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Bearded Dog Dog's Beard Dogs With Beards 19 Bearded Dog Breeds Bearded Dog Photos Collection How to keep Clean Dog's Beard Dog Beard Grooming Hunting Bearded Dogs Names for Dogs with Beard How to Groom Dog's Beard Cleaning Dog Beard Stains How to Trim Dog's Beard How to Groom Dog's Beard and Face Bearded Collies Names for Dogs with Beards Dog Beard Stain Prevention Dog Beard Stain Reasons & Care Dog Beard Cleanser Old Man Looking Dog Breed What Kind of Dog looks like it has a Beard? Why do Dogs have Beards? Bearded Dog Miniature Schnauzer Bearded Dog Wirehaired Pointer Do Dogs like Beards? Dog Beard Meme Dog Beard Toy Airdale Terrier Schnauzer Griffon Pointer
Are there dogs with beards? Or perhaps the more precise question should be, can dogs have beards? Visually speaking, from the sheer number of dogs that look like they have beards, we would have to conclude, "yup!". Yet canine research tells us that the bearded dog may not relate to his (or her) facial hair quite the same way we do. While men everywhere are growing out their breeds for "No Shave November," these dog breeds upstage them with fashionable beards 365 days of the year.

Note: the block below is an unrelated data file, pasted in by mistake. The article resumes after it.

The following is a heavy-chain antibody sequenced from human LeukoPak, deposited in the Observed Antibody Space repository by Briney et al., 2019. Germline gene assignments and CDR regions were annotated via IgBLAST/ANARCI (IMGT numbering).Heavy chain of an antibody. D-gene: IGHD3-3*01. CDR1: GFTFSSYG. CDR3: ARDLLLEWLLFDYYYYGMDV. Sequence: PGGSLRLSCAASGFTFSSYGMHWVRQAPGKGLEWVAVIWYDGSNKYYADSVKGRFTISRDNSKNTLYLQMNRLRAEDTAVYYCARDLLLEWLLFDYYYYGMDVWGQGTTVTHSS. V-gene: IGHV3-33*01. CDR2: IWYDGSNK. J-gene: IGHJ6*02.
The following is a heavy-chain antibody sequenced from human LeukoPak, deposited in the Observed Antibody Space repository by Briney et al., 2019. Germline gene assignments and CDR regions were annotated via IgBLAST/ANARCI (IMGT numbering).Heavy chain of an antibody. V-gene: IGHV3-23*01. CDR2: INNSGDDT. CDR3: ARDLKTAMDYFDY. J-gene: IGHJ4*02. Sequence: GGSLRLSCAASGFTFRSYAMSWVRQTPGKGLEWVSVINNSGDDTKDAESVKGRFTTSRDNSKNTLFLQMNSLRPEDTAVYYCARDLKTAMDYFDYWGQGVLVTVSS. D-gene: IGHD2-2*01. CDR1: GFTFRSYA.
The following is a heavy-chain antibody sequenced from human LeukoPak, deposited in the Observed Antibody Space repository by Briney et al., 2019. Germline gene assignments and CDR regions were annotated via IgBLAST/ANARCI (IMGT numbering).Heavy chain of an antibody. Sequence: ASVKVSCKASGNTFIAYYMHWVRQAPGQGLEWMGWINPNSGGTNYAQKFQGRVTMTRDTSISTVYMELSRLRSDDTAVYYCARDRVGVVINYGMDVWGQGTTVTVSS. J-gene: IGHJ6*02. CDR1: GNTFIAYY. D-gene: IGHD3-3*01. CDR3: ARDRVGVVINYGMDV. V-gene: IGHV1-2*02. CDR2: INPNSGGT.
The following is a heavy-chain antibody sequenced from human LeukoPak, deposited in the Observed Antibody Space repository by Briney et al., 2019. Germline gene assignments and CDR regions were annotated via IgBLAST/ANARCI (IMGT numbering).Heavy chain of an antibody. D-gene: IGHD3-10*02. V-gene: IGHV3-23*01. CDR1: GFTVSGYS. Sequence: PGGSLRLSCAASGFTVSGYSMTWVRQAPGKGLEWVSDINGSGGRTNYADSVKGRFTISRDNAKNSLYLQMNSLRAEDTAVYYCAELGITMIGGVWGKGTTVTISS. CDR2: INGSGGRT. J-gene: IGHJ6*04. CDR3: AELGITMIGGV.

1. Bearded Collie Of course we kick off our list of bearded dog breeds with the pooch that not only sports the growth but bears the name. This laddie was bred for herding, hails from Scotland and is one of the oldest breeds in Britain. His long, coarse outer coat repels wind, snow and rain while his handsome beard just looks super cool. The Bearded Collie is perhaps the founder of the beardie dog breeds - after all, that signature trademark beard is right there in this dog breed's name! In fact, sometimes the Bearded Collie is simply called "the beardie," which in this case is a term of endearment by enthusiasts. They were bred to be independent thinkers - canine leaders who could herd without help from their shepherd, who might realistically be hours away from their sheep dog partner and busy tending to another part of the farm.